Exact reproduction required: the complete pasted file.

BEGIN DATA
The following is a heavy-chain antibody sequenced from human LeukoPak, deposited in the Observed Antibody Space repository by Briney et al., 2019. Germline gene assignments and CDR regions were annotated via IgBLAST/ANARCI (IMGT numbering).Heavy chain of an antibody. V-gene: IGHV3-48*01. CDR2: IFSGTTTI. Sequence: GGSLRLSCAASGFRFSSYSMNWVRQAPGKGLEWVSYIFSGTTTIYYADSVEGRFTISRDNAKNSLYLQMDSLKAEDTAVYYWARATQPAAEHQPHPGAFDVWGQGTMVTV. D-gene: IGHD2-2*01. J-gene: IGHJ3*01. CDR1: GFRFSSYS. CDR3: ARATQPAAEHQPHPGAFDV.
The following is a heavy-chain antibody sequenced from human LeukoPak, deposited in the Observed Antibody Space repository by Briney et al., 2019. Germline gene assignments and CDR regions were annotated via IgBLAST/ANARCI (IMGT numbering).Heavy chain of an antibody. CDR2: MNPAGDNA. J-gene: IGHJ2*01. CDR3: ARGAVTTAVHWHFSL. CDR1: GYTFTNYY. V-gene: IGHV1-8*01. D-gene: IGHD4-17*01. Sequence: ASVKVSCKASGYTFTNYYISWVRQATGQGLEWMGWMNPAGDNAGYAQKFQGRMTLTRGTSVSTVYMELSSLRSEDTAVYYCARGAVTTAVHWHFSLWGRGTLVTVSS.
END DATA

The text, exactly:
The following is a heavy-chain antibody sequenced from human LeukoPak, deposited in the Observed Antibody Space repository by Briney et al., 2019. Germline gene assignments and CDR regions were annotated via IgBLAST/ANARCI (IMGT numbering).Heavy chain of an antibody. V-gene: IGHV3-48*01. CDR2: IFSGTTTI. Sequence: GGSLRLSCAASGFRFSSYSMNWVRQAPGKGLEWVSYIFSGTTTIYYADSVEGRFTISRDNAKNSLYLQMDSLKAEDTAVYYWARATQPAAEHQPHPGAFDVWGQGTMVTV. D-gene: IGHD2-2*01. J-gene: IGHJ3*01. CDR1: GFRFSSYS. CDR3: ARATQPAAEHQPHPGAFDV.
The following is a heavy-chain antibody sequenced from human LeukoPak, deposited in the Observed Antibody Space repository by Briney et al., 2019. Germline gene assignments and CDR regions were annotated via IgBLAST/ANARCI (IMGT numbering).Heavy chain of an antibody. CDR2: MNPAGDNA. J-gene: IGHJ2*01. CDR3: ARGAVTTAVHWHFSL. CDR1: GYTFTNYY. V-gene: IGHV1-8*01. D-gene: IGHD4-17*01. Sequence: ASVKVSCKASGYTFTNYYISWVRQATGQGLEWMGWMNPAGDNAGYAQKFQGRMTLTRGTSVSTVYMELSSLRSEDTAVYYCARGAVTTAVHWHFSLWGRGTLVTVSS.